As the world looks to the China+1 policy and developed countries like Europe and the United States stare at India as a sustainable supplier, the Indian government has set a goal of quintupling the country’s plastics exports over the next five years. Arvind Goenka, Chairman of the Plastics Export Promotion Council (Plexconcil) and Managing Director of RMG Polyvinyl Pvt Ltd, lists challenges and opportunities in an interview with Polymerupdate’s Dilip Kumar Jha and Pratiksha Jaipal. Edited excerpts:
What do you think should be the priorities for the plastics industry in the Union budget 2022-23?
Indian plastics processors are working on a razor-thin margin that needs improvement to survive. The government has set a target to increase India’s plastics exports fivefold over the next five years, which will only be possible if micro, small and medium-sized enterprises (MSMEs) achieve profit margins and show some growth. Currently, import duties on polymers are unusually high and those on value-added products are very low. Therefore, we have raised our concerns with the Department of Commerce about increasing import tariffs on value-added plastics. The import tariff for most polymers is 7.5 percent, but for a few it is 10 percent. But the import duty on value-added plastics is currently 10 percent. However, while some value-added plastic products incur 15 percent of import duty, the effective duty on such products is 5 percent as they are imported from the countries with which India has signed a duty-free agreement – either bilaterally or multilaterally (regionally). For example, only about 5-7 percent of imported finished products are subject to a 15 percent net duty, the rest come into India with 10 or less import duties, similar to polymers. So there is no appeal for plastics manufacturers in India. In the 2022-23 Union budget, we expect either the import tariffs on polymers to decrease or the import tariffs on value-added products to increase. Rather, import duties on value-added products will increase.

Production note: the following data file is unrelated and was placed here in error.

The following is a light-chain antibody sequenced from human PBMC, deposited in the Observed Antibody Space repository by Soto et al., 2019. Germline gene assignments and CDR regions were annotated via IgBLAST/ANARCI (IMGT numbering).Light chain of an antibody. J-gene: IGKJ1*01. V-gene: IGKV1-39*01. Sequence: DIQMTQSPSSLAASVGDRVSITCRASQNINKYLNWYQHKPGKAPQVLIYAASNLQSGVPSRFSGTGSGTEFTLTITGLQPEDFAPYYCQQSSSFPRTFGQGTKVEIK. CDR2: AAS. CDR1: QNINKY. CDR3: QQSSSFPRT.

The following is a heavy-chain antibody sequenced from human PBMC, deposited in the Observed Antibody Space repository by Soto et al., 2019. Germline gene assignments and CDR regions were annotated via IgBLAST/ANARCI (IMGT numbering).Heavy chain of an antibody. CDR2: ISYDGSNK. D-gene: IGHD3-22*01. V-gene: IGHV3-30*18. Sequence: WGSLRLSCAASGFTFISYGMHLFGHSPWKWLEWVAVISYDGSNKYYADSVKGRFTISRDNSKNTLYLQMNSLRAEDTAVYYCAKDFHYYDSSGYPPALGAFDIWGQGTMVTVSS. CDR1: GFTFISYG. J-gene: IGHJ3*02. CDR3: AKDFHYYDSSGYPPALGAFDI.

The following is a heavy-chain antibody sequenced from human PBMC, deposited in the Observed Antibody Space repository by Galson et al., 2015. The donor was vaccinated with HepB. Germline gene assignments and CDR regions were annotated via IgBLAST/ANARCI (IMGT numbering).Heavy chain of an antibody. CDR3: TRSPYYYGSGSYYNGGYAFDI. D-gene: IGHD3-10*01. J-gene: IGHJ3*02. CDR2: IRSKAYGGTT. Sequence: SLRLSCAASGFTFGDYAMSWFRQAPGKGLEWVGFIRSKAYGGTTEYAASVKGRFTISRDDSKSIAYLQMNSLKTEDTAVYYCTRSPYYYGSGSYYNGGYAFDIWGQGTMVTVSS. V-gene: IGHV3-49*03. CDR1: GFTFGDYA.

How do you see the import ban for used plastic machines and the potential of their local production?
The government intends for the domestic plastics industry to import state-of-the-art machinery to produce world-class products. The government is trying to promote “Made in India” as a brand. Today, when we buy a Japanese or German product, we don’t think about its quality because we believe in it. It’s a great vision. But in the current situation where the processors are financially tight, the government should allow high quality used plastic machinery to increase the production capacity of value-added products in India. So far, the government has not imposed a general import ban on used plastic machinery, but there are some restrictions.
Large companies have deleveraged and are therefore better off than MSMEs, despite MSMEs’ larger contribution to the growth of the Indian economy. What should MSMEs do to scale?
The effective tax impact on individuals, which may include small sole proprietorship or partnership organizations, is much higher as corporate tax is low and income tax is exorbitantly high. Because of this, some entities in the unorganized sector have failed to comply with government GST tax requirements. Therefore, there is a need for government to reduce income tax on individuals and small businesses, including LLPs (London-Listed Partnerships), which help them organize businesses, obtain working capital loans from banks and ultimately grow their businesses. Considering India’s annual import of value-added plastics worth US$5 billion and export of US$13 billion, we can conclude that the demand for plastics is very high here (including polymers, India’s plastic import value is US$20 billion U.S. dollar). Importing $5 billion worth of products can therefore only be replaced by domestic products if local actors offer high-quality products at a reasonable price. This will only happen if MSMEs grow. If a few producers grow and become even bigger producers, it doesn’t change India’s import and export dynamics. A reduction in income tax for individuals and small businesses will certainly help MSMEs to grow.
How can we promote green technologies in this sector and make plastics green?
Plastic products replace wood and metals, helping us conserve natural resources such as trees and minerals. Therefore, we consider plastics as a green product. Due to consumer behavior and associated littering across India, we see plastic as the culprit for the pollution problem. So when we associate plastics with green, the first thing that comes to mind is recycling. However, in order to prevent the threat, great importance is attached to biodegradable plastics. At present, biodegradable plastics are not widely used in India due to high import tariffs, but their use can be increased.